If my mom resists, she’ll be put in jail. If she’s compliant, she can’t be in her condo for 10 days while repairs are made.

She also owes massive amounts of money to the home owners association for legal troubles and contractor repairs. She no longer has a car because she lost it playing her dumb games with innocent, unknowing people. And she’s burned almost every bridge she has in her life.

So, finally, the very real possibility of homelessness is finally on the table and I saw it coming over 2 years ago.

Which brings me to my terrible thought. I confess I conceived this originally over 4 years ago, but I’m just now able to admit it out loud today:

I wish my mother were dead.

Not out of anger, but selfishly so that I’d still have many good memories and happy thoughts of her. Happy times with my once solid family still intact.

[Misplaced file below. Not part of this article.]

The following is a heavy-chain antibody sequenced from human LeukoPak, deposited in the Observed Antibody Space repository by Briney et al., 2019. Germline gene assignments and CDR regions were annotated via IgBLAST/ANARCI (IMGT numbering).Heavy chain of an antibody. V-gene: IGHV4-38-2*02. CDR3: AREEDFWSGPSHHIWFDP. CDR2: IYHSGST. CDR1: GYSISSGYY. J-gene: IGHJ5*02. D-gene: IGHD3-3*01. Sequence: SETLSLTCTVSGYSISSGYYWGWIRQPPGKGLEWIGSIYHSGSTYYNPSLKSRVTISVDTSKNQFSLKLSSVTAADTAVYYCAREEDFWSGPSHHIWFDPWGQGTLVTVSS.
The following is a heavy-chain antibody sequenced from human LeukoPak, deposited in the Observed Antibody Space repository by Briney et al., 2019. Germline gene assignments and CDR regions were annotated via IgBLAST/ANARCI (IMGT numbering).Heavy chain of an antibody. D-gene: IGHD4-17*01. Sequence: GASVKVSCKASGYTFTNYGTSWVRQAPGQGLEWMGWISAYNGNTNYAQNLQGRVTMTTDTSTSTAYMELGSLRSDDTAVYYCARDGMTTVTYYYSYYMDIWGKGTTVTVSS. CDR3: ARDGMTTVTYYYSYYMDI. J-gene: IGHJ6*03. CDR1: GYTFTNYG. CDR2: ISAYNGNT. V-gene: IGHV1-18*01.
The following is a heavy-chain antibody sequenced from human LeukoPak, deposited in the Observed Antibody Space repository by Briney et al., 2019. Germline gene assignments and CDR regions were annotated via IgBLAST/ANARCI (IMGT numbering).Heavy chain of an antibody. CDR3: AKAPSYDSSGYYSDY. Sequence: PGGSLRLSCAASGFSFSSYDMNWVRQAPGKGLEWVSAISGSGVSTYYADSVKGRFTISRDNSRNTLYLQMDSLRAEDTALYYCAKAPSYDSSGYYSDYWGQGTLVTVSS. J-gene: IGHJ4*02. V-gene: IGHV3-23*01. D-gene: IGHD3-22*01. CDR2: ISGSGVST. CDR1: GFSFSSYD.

If she’d passed away years ago, I could remember the mom that held me as a kid and was an amazing listener. The mom that always laughed at my jokes and never put herself first. I could remember the love.

It seems that that mother passed away a year after my brother did.

In truth, I can say I have a clear conscience about it all. I tried. I really tried.

Or maybe I don’t because I know I can do more, but don’t have the wits about me to try and control the uncontrollable until one of us dies.

Maybe I say I tried to keep the guilt at bay that my mother, the woman that raised me, may soon find herself without a home.

So, I hear you, Pilate. I too have washed my hands of something.

It’s just becoming increasingly distressing that no matter how hard I scrub, some of this dirt won’t come off.

What I’ve Learned After 6 Years of Godlessness – AKA “Dogmas, bruh.”